“We deployed 500 people to work on the Discover project alone,” said Fosheim. “We were able to perform six months of work in ten weeks.”
Other vessels Vigor serviced for Shell’s Arctic exploratory project include the Klamath, which Vigor converted from a tanker barge to an ice-classed oil spill response vessel, and the Arctic Challenger which Vigor is converting from a deck barge to a containment system vessel. In the Portland yard, Vigor serviced the Fennica and Nordica, two ice-classed offshore support vessels owned by Arctia Offshore which will be joining Shell’s flotilla.
“Ten to 15 percent of revenues over the past year have been derived from Arctic work,” said Piscitello. There was a big push to prepare for work in the Arctic this year and last, he explained, so that percentage may drop in the next year. However, “looking into the future we expect significant growth in this area.”
Vigor is also a large part of the effort to maintain U.S. icebreaking capabilities in the Arctic. When Vigor purchased Todd Pacific Shipyards it took over the yard’s contract to service the Coast Guard's only operational icebreaker, USCGC Healy, as well as the repair and modernization of one of the Coast Guard’s two inoperable heavy icebreakers, the Polar Star. A $56m overhaul of the Polar Star is now underway at the Seattle facility in order to return it to service in 2013.
The agency’s other heavy icebreaker, the Polar Sea, has been out of service since an engine failure in 2010. Vigor Industrial gave testimony to Congress at the end of 2011, saying that the Polar Sea could be restored to fully functioning status for a decade or more for about one percent of the cost of a new ice-breaker. Vigor estimated that it would take two years and $11m to replace the Polar Sea's power plant and bring it back to operational status. This is compared to an estimated ten years and $800m to $1b required to build a new heavy icebreaker.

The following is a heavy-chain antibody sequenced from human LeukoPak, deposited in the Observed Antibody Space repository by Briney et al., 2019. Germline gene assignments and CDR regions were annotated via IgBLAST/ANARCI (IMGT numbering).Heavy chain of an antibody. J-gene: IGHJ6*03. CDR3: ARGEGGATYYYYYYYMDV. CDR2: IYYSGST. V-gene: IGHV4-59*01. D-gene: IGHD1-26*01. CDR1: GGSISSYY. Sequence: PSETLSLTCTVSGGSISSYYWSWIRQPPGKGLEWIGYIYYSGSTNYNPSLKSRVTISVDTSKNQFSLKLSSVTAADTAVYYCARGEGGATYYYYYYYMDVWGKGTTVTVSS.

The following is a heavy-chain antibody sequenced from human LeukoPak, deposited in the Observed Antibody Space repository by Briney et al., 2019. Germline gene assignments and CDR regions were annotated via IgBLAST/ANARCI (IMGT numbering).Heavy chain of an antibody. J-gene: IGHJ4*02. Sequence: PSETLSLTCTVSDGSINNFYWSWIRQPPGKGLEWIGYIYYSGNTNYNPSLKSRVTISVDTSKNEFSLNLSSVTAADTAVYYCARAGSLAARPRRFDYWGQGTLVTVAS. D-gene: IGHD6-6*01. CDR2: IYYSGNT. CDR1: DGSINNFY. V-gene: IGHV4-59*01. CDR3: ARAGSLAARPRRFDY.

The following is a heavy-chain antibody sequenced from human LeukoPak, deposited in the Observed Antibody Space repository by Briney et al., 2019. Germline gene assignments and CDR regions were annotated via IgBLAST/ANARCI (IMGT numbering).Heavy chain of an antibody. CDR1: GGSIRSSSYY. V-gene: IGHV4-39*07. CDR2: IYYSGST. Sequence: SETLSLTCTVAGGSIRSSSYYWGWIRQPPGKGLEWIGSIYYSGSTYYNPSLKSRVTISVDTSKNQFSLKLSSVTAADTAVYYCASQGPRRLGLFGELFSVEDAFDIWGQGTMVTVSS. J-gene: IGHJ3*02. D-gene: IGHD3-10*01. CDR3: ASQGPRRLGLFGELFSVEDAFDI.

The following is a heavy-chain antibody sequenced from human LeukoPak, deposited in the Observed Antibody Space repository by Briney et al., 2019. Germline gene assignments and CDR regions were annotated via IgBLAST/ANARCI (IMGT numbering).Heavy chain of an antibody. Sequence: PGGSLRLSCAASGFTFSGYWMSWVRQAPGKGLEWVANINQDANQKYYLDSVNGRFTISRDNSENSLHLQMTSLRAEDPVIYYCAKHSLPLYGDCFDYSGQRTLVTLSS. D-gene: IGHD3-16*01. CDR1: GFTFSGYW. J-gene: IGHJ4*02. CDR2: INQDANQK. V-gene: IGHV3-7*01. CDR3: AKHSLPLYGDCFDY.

Plans to scrap the Polar Sea were very narrowly avoided late last June when the Coast Guard agreed not to begin dismantling the ship for at least the rest of the year while other funding is sought.
West Coast Ferries
With the acquisition of Todd Pacific Shipyards and Alaska Ship & Drydock (ASD), Vigor inherited a number of projects, but Foti said, “There are also new opportunities. The exploration of the Chukchi and Beaufort seas is very good for our business and ferries have also been a significant opportunity for Vigor.”
Todd Pacific was already working on the 64-car ferry contract with Washington State Ferries (WSF) when it was purchased by Vigor Industrial. In fall 2011 Vigor delivered the final 64-car ferry three months ahead of schedule and $7m under budget. Vigor’s newbuild and fabrication subsidiary, US Fab, is now at work in the Seattle facility on another contract with WSF, the first of up to four 144-car ferries. Washington State legislature recently funded a second 144-car ferry with construction scheduled to begin in December. The construction cost for both vessels is $225m and it’s estimated that the contracts will produce more than 500 family-wage jobs at shipyards in the region. WSF’s contract with US Fab is for up to four 144-car ferries, contingent on funding.
In April 2012 ASD signed a contract to partner with the State of Alaska on a design for the new Alaska class ferry, a project for which the state has appropriated $120m. The contract designates the shipyard as the construction manager and general contractor for the design phase of the project. It doesn’t guarantee that the shipyard will build the ferry, however ASD will be able to make a guaranteed maximum price proposal for the construction contract as the design nears completion.
According to Foti, “Alaska is set to start building ferries in the next two years.”
(Published in the July 2012 edition of Maritime Reporter & Engineering News - www.marinelink.com)